But let's be serious. Please explain to me how someone who has been training in martial arts as long as Van Tichelt and has competed against some of the world's best judoka gets mugged by a single assailant and ends up in the hospital after one punch? I wrote about it yesterday, and I'll keep writing about it until my fingers go numb. Turning martial arts into sports completely degrades their efficiency! Not everyone has to train to the extremes in self defense and combatives that I put my students through, but no one who has earned that coveted piece of black cloth should have to worry about this, let alone the "Bear from Brecht."
Every martial art has the potential for combative efficiency. It's not that any martial art system is better than another. There are only so many ways we can strike, throw, lock and choke each other. Your regular training methods will determine how you function under duress. It's not enough to train against a resisting opponent within the confined rule set of Olympic judo. Your attacker must be able to hold on if they want, let go if they want, punch at your face, kick at your groin or pull out a hidden weapon. Anything less is contrived and should be discarded from the realm of self defense training.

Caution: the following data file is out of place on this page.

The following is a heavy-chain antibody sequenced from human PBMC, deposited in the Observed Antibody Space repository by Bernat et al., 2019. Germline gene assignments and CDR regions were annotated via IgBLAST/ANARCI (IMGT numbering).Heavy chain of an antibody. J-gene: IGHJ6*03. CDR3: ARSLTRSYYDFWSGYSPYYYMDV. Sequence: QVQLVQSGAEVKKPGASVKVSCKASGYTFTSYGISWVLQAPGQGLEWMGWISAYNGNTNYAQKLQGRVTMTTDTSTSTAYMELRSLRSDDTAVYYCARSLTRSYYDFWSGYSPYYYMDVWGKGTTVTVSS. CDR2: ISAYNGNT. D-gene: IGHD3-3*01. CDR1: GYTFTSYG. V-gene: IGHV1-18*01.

My heart goes out to Dirk Van Tichelt and I pray for a speedy recovery. It saddens me to no end when a martial artist suffers from a physical attack, because it's a problem that could be easily avoided with proper training. Are we all perfect? No. I've been blind sided before, sucker punched, hit with various objects. How we respond under duress, after being hit in the face, is the product of our training. Thankfully Van Tichelt's assailant only walked away with a cell phone and not a body count, because this could've ended must worse.
We owe it to our students to give them the tools they need to defend themselves first, and then worry about competing. Am I saying that sport martial arts should be discarded completely? Not at all. Everything has its place, and as long as competition remains only part of your martial arts training and not the complete focus of it, I see no problem at all. Competition can be a great supplementary training tool. The problem lies when we disregard anything and everything that doesn't get us closer to putting a W in our record column. Personally, I'd rather put a W in life and come home to my family at night.